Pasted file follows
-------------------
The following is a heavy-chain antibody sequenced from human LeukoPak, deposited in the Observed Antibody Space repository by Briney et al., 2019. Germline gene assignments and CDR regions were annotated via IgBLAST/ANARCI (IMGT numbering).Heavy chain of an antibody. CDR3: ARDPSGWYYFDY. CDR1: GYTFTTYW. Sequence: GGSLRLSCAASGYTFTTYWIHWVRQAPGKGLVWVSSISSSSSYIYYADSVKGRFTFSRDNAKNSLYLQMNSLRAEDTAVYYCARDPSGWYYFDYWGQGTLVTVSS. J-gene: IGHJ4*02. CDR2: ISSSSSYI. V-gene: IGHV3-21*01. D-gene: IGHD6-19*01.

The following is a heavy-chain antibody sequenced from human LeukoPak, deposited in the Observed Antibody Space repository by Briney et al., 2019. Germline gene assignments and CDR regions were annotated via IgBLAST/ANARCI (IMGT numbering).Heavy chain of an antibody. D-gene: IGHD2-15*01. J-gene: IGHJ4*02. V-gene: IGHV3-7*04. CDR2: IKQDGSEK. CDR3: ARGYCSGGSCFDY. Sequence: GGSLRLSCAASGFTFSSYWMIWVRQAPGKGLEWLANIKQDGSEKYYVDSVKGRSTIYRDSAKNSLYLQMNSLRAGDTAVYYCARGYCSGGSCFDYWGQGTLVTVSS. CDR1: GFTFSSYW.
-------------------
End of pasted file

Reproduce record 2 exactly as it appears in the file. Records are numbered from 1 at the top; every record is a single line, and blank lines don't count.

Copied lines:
The following is a heavy-chain antibody sequenced from human LeukoPak, deposited in the Observed Antibody Space repository by Briney et al., 2019. Germline gene assignments and CDR regions were annotated via IgBLAST/ANARCI (IMGT numbering).Heavy chain of an antibody. D-gene: IGHD2-15*01. J-gene: IGHJ4*02. V-gene: IGHV3-7*04. CDR2: IKQDGSEK. CDR3: ARGYCSGGSCFDY. Sequence: GGSLRLSCAASGFTFSSYWMIWVRQAPGKGLEWLANIKQDGSEKYYVDSVKGRSTIYRDSAKNSLYLQMNSLRAGDTAVYYCARGYCSGGSCFDYWGQGTLVTVSS. CDR1: GFTFSSYW.